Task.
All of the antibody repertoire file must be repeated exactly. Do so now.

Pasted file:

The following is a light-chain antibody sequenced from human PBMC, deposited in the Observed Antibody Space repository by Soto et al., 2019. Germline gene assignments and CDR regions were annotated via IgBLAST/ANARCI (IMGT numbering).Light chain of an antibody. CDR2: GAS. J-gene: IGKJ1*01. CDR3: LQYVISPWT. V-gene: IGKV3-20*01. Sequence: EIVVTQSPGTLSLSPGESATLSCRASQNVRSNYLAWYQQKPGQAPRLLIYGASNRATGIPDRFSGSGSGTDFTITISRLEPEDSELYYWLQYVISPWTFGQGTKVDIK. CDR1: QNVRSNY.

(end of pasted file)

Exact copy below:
The following is a light-chain antibody sequenced from human PBMC, deposited in the Observed Antibody Space repository by Soto et al., 2019. Germline gene assignments and CDR regions were annotated via IgBLAST/ANARCI (IMGT numbering).Light chain of an antibody. CDR2: GAS. J-gene: IGKJ1*01. CDR3: LQYVISPWT. V-gene: IGKV3-20*01. Sequence: EIVVTQSPGTLSLSPGESATLSCRASQNVRSNYLAWYQQKPGQAPRLLIYGASNRATGIPDRFSGSGSGTDFTITISRLEPEDSELYYWLQYVISPWTFGQGTKVDIK. CDR1: QNVRSNY.